Outlook Keyboard Shortcuts to Move a Message to a Folder

Published in General on Tuesday, June 6th, 2006

Ever wished that you could click alt+1 on your keyboard and have a hilighted message sorted into the correct folder in Outlook? Me too. I've been looking for an easy solution for this for a while but never really dug in to figure it out. Now I have the answer!

Inbox Zero

So I've been following Merlin Mann's Inbox Zero series from the fringes, interested in the concepts and envious of the many mac only solutions that he provides.

I've wanted a one click solution for organizing my inbox for some time, and looked but not found the answer. Well, spurred on by my new blog (plug), and the fact that I am waaay behind on a lot of e-mail (sorry to those still waiting for a reply) I've found a solution.

Three steps to two button Outlook e-mail sorting

What I am talking about here is having the ability to use a keyboard shortcut that shunts a selected/hilighted message in your Outlook inbox into a determined folder. In this manner, you can quickly sort a busy inbox into action/response/received messages, for example.

Note that I am using Microsoft Outlook 2003 on a Windows XP setup to do this. Your mileage may vary.

The process involves three relatively simple steps:

  1. Create a macro to move the e-mail to a specified folder.
  2. Create a digital certificate for the macro.
  3. Create a toolbar and keyboard shortcut to fire the macro with ease.

So, lets look at these in details...

1. Create a macro to move the e-mail to a specified folder

A little bit of googling brought me to Outlook Macro to Move an Email to Folder. This really made things easy.

You are going to want to take the code from that example and use the instructions found at Create a macro.

Keep in mind that you need to replace _Reviewed in the following line of code with the folder where you are moving your mail to: Set objFolder = objInbox.Folders("_Reviewed"). Also, the target folder has to be in the inbox.

2. Create a digital certificate for the macro

Once you've made your macro, Outlook (or winXP) will block the macro from running if your security settings are higher than low, which most people's are. To get around this you need to add a digital signature to the macro.

Fine, so where do you get the digital signature file?

I found the answer at OFF2000: Using SelfCert to Create a Digital Certificate for VBA Projects. Follow those instructions (it's quite simple) and then come back here for the next part.

Next we need to add the signature to the macro. Also quite easy, following the instructions at Add a digital signature to a macro project.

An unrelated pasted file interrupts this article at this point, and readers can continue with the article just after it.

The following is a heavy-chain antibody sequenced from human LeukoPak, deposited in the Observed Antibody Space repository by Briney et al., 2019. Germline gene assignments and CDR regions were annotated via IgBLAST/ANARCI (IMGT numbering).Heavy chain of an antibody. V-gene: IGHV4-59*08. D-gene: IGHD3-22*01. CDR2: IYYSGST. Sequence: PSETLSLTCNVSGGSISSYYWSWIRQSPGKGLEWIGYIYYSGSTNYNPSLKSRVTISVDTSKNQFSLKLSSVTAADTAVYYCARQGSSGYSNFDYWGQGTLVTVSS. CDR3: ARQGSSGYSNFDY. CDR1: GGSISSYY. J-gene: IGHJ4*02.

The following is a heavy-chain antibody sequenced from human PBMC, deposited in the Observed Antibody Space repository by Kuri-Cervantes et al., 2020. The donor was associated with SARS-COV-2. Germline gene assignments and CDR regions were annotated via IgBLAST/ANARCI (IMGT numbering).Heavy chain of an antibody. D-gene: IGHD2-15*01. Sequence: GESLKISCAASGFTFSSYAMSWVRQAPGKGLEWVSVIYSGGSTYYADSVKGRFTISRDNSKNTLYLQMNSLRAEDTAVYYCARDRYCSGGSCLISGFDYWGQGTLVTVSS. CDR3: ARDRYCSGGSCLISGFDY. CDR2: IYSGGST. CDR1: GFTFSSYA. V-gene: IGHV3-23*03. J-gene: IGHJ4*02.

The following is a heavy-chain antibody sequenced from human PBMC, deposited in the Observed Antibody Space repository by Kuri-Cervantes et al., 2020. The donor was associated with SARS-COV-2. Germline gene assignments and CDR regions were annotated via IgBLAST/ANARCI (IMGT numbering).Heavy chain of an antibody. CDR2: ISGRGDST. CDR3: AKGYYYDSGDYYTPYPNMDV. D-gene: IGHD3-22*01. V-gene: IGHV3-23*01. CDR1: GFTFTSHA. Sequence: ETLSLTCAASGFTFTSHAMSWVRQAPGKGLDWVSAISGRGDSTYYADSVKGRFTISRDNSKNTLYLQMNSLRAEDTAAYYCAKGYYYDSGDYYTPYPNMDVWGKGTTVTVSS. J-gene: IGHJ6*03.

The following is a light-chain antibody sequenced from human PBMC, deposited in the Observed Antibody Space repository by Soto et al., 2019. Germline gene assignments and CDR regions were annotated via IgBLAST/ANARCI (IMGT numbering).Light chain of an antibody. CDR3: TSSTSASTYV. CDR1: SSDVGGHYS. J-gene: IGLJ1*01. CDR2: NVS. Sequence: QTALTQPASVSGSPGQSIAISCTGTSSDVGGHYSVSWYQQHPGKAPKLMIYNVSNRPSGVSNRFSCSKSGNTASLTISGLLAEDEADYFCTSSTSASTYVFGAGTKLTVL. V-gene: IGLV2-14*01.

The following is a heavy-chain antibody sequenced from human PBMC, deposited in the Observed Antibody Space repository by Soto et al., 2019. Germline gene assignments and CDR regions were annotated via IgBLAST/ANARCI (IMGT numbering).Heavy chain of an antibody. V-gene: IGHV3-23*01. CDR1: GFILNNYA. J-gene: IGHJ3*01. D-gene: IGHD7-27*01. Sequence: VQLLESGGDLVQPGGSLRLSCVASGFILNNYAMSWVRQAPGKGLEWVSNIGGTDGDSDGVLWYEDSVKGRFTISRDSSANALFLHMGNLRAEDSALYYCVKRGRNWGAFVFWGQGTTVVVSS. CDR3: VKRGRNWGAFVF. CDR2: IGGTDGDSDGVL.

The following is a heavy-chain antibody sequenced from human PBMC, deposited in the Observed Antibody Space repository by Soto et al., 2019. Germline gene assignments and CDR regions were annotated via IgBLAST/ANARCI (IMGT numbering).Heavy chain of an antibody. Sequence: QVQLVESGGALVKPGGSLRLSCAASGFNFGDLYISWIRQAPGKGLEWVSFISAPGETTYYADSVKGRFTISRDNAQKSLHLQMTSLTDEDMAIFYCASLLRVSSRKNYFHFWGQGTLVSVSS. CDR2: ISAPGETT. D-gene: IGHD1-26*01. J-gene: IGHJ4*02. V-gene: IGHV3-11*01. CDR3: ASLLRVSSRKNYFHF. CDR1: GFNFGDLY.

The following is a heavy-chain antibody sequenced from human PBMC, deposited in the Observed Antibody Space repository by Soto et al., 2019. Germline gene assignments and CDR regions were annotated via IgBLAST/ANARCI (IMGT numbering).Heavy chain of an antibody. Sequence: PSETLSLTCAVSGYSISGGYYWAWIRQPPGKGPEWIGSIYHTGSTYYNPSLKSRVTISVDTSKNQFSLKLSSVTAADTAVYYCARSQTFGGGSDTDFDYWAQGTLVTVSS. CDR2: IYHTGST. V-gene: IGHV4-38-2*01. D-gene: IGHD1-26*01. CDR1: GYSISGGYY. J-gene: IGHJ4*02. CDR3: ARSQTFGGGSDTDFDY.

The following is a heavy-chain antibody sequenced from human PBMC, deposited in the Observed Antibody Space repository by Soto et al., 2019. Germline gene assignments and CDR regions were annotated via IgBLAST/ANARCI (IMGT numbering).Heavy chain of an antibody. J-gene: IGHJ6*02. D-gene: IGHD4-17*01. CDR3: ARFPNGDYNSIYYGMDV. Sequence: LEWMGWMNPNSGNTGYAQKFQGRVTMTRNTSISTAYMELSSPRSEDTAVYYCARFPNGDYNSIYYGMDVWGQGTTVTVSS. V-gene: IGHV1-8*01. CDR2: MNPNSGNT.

3. Create a toolbar and keyboard shortcut to fire the macro with ease

Here I refer you to the Outlook 2003 tip o' the day which teaches one how to add a new button to the toolbar and give it a keyboard shortcut. For our purposes, on step 3 of that article you will want to choose macros from the left hand pane and then the macro you wrote from step 1 from the right hand pane.

And that's it!!

In the end it was quite simple. I have no idea why it took me so long to find the answers to doing this (this has been on the wish list for awhile). I suspect I had some luck somewhere along the line this morning with some fortuitous googling finding me the right answers :).

Comments and Feedback

If you're using Outlook 2003, why don't you use flags and search folders instead? Just right-click on the little flag and select a colour, then add a search folder for each of the colours you use.

Hey Svante,

Another strategy for sure, and I had tried that at one point.

But... either way, I'd still want a shortcut that I can press to flag up a message or group of messages, as it's simply faster then having to right click and select.

Thank you! I've been needing a move to folder macro for quite some time....

I already had rules set up to handle certain very predictable message types, such as my case assignment and update notices. What I didn't have was an efficient method of dealing with all the other email.

Now I do. There's 4 things I'm likely to do:

(1) Reply.

(2) Take action based on message (move to @Action folder. If I could figure out how to add a coloured flag to it in the macro also, I'd be a happy camper.)

(3) Zap message by moving it to the All Mail archive folder.

(4) Keep message by moving it to the Important Info archive folder.

Glad it helped Bronwyn!

This sounds great.

I would adopt this macro in a minute if the limitation to "the target folder has to be in the inbox" could be overcome.

I tried this, but it didn't work:

Set objFolder = objPersonalFolders.Folders("_Reviewed")

Anyone have any ideas?

You can name your flags and give them keyboard shortcuts. See this link for more info.

I should also mention that the Insert key Red Flags an unflagged message or marks a flagged message as complete. Ctrl-Shift-G will bring up the Flag for Follow Up dialog (but only for single messages).

@Francis: Thanks for the tips!

@Michael: I hear you, I sort of needed what you are after too, but in the end I bent to moving the folders to my inbox. I'm sure the code is out there somewhere...

To reference an arbitrary folder, try

Set objFolder = objNS.Folders("A top-level folder not in the Inbox")


Set objFolder = objNS.Folders("Top-level folder").Folders("Nested folder")

See this link for more info.

Thanks Francis, I'll give that a go...

Re: Create a macro to move the e-mail to a specified folder - His blog has moved. I found the article at:


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